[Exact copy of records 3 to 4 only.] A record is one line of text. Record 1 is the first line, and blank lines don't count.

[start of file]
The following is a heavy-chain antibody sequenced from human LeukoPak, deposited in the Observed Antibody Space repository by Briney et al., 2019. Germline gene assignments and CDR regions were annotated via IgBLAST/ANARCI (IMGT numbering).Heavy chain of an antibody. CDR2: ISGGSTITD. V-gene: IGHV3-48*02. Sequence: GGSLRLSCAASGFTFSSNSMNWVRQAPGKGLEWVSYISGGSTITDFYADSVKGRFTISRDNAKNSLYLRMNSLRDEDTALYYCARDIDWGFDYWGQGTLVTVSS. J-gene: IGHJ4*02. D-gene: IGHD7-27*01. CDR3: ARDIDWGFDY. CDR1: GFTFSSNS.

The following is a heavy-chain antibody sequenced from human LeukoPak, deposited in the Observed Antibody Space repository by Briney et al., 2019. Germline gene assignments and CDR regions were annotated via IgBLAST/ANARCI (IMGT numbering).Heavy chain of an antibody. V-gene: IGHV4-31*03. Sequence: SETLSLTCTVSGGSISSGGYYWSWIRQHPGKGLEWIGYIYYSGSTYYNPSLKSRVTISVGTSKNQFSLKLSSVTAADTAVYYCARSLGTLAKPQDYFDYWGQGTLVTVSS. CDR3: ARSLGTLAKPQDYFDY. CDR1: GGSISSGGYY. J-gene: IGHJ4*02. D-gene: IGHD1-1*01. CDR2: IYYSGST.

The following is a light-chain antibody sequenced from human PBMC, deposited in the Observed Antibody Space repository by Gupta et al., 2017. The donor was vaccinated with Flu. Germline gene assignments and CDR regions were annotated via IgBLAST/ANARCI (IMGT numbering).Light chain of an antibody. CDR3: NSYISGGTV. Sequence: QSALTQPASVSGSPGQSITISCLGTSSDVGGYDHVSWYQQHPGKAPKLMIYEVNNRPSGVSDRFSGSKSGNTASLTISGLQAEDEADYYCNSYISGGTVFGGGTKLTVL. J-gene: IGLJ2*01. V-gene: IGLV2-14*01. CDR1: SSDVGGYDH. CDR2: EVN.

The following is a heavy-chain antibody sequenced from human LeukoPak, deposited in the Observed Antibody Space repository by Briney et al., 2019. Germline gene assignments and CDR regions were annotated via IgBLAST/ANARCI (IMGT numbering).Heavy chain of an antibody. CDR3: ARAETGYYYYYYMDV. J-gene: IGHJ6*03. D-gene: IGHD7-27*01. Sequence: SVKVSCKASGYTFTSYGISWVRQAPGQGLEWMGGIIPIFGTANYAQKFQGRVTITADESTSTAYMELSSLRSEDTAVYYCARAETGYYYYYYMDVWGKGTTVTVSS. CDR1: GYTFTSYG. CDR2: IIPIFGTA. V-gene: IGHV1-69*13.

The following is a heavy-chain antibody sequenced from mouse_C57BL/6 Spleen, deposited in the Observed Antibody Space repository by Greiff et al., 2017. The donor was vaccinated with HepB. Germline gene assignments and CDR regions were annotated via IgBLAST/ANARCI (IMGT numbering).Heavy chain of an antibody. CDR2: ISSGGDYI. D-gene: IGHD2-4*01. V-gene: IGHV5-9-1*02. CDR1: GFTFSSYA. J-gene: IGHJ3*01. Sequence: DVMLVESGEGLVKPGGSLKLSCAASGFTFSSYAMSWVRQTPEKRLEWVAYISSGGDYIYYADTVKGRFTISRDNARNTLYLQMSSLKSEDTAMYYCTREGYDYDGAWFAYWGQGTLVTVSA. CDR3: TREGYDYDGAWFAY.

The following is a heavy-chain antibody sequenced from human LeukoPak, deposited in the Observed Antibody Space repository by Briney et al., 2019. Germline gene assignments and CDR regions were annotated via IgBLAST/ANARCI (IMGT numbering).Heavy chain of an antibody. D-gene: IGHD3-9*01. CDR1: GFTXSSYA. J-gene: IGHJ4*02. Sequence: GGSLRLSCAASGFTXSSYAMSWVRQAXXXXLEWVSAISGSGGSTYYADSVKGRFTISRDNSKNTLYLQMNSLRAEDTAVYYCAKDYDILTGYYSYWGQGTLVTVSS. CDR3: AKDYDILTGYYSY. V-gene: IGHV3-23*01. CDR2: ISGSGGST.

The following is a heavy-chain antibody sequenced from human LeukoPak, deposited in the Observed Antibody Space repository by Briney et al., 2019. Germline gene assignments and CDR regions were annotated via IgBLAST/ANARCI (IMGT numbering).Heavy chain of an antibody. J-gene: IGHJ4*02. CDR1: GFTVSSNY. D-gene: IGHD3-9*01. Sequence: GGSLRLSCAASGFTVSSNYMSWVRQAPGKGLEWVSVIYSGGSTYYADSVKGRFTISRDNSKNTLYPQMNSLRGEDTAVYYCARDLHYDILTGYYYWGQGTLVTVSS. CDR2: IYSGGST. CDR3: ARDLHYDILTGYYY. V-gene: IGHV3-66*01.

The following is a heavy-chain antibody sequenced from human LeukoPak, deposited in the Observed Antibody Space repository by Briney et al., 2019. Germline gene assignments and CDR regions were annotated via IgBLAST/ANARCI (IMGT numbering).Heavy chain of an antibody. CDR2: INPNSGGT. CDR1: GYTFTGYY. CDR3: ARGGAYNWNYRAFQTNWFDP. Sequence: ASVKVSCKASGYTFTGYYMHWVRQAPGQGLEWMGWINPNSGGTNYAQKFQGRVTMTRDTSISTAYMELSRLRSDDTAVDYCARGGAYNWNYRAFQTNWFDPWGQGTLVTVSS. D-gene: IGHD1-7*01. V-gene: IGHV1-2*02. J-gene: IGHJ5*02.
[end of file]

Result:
The following is a light-chain antibody sequenced from human PBMC, deposited in the Observed Antibody Space repository by Gupta et al., 2017. The donor was vaccinated with Flu. Germline gene assignments and CDR regions were annotated via IgBLAST/ANARCI (IMGT numbering).Light chain of an antibody. CDR3: NSYISGGTV. Sequence: QSALTQPASVSGSPGQSITISCLGTSSDVGGYDHVSWYQQHPGKAPKLMIYEVNNRPSGVSDRFSGSKSGNTASLTISGLQAEDEADYYCNSYISGGTVFGGGTKLTVL. J-gene: IGLJ2*01. V-gene: IGLV2-14*01. CDR1: SSDVGGYDH. CDR2: EVN.

The following is a heavy-chain antibody sequenced from human LeukoPak, deposited in the Observed Antibody Space repository by Briney et al., 2019. Germline gene assignments and CDR regions were annotated via IgBLAST/ANARCI (IMGT numbering).Heavy chain of an antibody. CDR3: ARAETGYYYYYYMDV. J-gene: IGHJ6*03. D-gene: IGHD7-27*01. Sequence: SVKVSCKASGYTFTSYGISWVRQAPGQGLEWMGGIIPIFGTANYAQKFQGRVTITADESTSTAYMELSSLRSEDTAVYYCARAETGYYYYYYMDVWGKGTTVTVSS. CDR1: GYTFTSYG. CDR2: IIPIFGTA. V-gene: IGHV1-69*13.